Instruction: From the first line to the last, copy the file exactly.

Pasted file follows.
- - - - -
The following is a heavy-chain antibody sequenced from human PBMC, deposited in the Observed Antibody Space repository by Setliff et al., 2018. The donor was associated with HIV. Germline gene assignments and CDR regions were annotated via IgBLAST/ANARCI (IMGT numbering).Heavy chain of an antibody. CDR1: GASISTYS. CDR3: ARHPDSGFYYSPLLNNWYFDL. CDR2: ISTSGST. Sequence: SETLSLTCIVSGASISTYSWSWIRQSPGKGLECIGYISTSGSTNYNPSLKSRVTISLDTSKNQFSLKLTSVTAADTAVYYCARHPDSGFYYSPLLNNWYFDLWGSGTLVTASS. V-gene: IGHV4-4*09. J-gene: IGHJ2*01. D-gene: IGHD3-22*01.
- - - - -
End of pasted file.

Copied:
The following is a heavy-chain antibody sequenced from human PBMC, deposited in the Observed Antibody Space repository by Setliff et al., 2018. The donor was associated with HIV. Germline gene assignments and CDR regions were annotated via IgBLAST/ANARCI (IMGT numbering).Heavy chain of an antibody. CDR1: GASISTYS. CDR3: ARHPDSGFYYSPLLNNWYFDL. CDR2: ISTSGST. Sequence: SETLSLTCIVSGASISTYSWSWIRQSPGKGLECIGYISTSGSTNYNPSLKSRVTISLDTSKNQFSLKLTSVTAADTAVYYCARHPDSGFYYSPLLNNWYFDLWGSGTLVTASS. V-gene: IGHV4-4*09. J-gene: IGHJ2*01. D-gene: IGHD3-22*01.